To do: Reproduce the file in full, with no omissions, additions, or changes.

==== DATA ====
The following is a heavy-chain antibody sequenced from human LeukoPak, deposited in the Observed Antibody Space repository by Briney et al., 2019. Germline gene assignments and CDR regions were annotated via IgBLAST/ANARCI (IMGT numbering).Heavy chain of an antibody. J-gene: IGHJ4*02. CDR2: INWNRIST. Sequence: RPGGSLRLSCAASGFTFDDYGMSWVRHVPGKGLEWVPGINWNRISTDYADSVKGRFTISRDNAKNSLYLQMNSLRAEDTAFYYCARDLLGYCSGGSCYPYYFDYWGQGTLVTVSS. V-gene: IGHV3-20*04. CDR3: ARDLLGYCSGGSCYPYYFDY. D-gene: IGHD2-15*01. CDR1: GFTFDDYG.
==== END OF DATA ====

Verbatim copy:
The following is a heavy-chain antibody sequenced from human LeukoPak, deposited in the Observed Antibody Space repository by Briney et al., 2019. Germline gene assignments and CDR regions were annotated via IgBLAST/ANARCI (IMGT numbering).Heavy chain of an antibody. J-gene: IGHJ4*02. CDR2: INWNRIST. Sequence: RPGGSLRLSCAASGFTFDDYGMSWVRHVPGKGLEWVPGINWNRISTDYADSVKGRFTISRDNAKNSLYLQMNSLRAEDTAFYYCARDLLGYCSGGSCYPYYFDYWGQGTLVTVSS. V-gene: IGHV3-20*04. CDR3: ARDLLGYCSGGSCYPYYFDY. D-gene: IGHD2-15*01. CDR1: GFTFDDYG.